Sunday, October 31, 2010

A little contesting this weekend

I spent about 10 hours Saturday and Sunday making some contacts in the CQ WW SSB contest. This is one of the biggest contests, where the goal is to work stations, for the most part, outside of your own country. You get two points for working a station on your own continent (if you're in North America, one point elsewhere) and three points for working stations on another continent. There are also multipliers for each different country and CQ Zone that you contact. As with other contests, your score is computed by multiplying the number of points by the multipliers. World-class competition stations typically have scores in the millions or even tens of millions for the high-power multi-operator stations. My score was quite a bit more modest, just a bit under 115,000 points. That beats my score from last year, though I've done better in the past. (Though I've also spent more time in the past.)

This isn't one of my favorite contests specifically because it is so popular. Because it is so popular, there are almost always a lot of stations calling, which makes it harder for a small station like mine to be heard. As a result, stations that I'm hearing very well just can't hear me, and it often took several minutes to work stations that under non-contest conditions could be very easy. In a lot of cases, I'd just give up and move on, sometimes coming back to try to work the stations again later.

Partway into the contest, I came up with a technique that made things a little less frustrating: I intentionally made my station "hard of hearing". Normally, although I've got a very modest antenna (my G5RV), my radio is quite good at pulling in relatively weak stations. However, in this case, there was little point in trying to work very weak stations because they weren't going to hear me. What I did was to turn off any pre-amplification (kind of like a "hearing aid") for all bands, and on some bands (particularly 40m and 80m), I put in 8db or more of attenuation. (Kind of like putting in earplugs.) There were still plenty of stations to hear, and with my self-imposed handicap, I found that I was a lot more likely to work these stations.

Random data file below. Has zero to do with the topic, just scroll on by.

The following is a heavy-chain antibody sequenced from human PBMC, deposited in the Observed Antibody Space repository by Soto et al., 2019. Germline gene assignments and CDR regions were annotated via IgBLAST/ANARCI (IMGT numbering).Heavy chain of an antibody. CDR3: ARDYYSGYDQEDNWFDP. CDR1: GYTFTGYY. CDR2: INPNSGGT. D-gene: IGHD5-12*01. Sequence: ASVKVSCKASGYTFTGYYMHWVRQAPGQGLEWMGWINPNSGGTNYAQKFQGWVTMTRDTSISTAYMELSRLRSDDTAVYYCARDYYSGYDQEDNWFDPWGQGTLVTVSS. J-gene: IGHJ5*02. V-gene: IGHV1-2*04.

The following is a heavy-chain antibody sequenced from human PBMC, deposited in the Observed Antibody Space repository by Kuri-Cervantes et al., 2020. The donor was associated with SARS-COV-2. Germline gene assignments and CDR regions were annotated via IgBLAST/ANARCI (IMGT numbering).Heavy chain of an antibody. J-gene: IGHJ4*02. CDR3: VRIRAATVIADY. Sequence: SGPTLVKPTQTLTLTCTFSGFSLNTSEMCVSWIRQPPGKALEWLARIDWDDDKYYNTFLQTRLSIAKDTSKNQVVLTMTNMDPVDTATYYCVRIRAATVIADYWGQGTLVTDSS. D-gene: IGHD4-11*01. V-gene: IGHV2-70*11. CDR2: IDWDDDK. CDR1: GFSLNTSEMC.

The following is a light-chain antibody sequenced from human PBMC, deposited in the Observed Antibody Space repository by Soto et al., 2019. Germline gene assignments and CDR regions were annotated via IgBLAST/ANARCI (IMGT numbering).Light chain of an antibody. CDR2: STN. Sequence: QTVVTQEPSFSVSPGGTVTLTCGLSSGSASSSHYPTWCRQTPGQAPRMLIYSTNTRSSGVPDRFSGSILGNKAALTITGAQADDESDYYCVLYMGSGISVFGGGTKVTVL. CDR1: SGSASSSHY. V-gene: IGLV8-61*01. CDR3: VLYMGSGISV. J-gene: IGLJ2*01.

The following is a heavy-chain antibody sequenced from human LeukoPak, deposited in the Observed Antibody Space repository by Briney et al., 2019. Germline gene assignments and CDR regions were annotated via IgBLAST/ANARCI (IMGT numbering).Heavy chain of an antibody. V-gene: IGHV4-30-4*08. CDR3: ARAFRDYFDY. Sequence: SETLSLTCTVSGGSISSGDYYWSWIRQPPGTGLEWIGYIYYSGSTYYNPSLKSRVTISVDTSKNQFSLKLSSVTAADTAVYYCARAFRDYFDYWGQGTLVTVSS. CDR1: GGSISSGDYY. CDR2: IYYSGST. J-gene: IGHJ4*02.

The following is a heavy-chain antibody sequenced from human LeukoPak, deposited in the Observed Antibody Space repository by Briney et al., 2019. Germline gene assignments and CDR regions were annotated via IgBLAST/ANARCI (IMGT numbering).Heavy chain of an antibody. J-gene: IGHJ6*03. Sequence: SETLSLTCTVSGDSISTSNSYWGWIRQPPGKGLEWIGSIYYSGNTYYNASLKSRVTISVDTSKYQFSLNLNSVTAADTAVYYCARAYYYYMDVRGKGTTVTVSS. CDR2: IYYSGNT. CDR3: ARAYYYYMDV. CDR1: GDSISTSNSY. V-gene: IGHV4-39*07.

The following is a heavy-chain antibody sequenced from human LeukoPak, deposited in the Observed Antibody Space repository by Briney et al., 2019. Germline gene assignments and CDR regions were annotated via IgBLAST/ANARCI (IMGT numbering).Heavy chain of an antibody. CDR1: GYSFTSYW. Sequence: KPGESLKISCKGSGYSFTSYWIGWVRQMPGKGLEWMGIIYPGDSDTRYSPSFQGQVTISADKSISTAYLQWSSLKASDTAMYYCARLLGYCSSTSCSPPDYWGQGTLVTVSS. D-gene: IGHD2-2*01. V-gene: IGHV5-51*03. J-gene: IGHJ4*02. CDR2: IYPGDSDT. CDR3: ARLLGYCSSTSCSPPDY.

This technique isn't something that I'd normally recommend, but for this particular contest, it kept me from wasting time on stations that I really had no chance of working.

Here's my score breakdown for the contest. One interesting thing is that this is one of a very few contests where I've actually worked stations on all six possible HF bands.

        Band    QSOs     Pts  Cty   ZN
         1.8       2       2    2    2
         3.5      22      50   17   11
           7      62     172   39   12
          14      87     223   45   18
          21      45     113   25   16
          28       8      22    7    3
       Total     226     582  135   62
 My total score was 114, 654 points, which, as always, is subject to adjustment for any errors that I (probably) made.

Thursday, October 21, 2010

A meta-post

This is a short meta-post. That is, it's a post about my posts. Actually, it's a post about some responses that I've been getting to my posts. In my recent post about how the pileups for some of the PJ stations were huge, Bill, W9VA, who was the operator at PJ2T at the time that I posted the image of my bandscope, comments about what it was like on the other end of the pileup.

On my soapbox post about how people don't seem to listen, I got a bunch of comments. Most of them were agreements with my thoughts (including a rather astonishing anecdote from Ed, N4EMG). There was also a comment from Jeremy, KB7QOA, who mentions that he hasn't jumped into the piles because he hasn't learned how to operate split on his radio. David, K2DSL, responded with detailed instructions, which really demonstrates the ham spirit.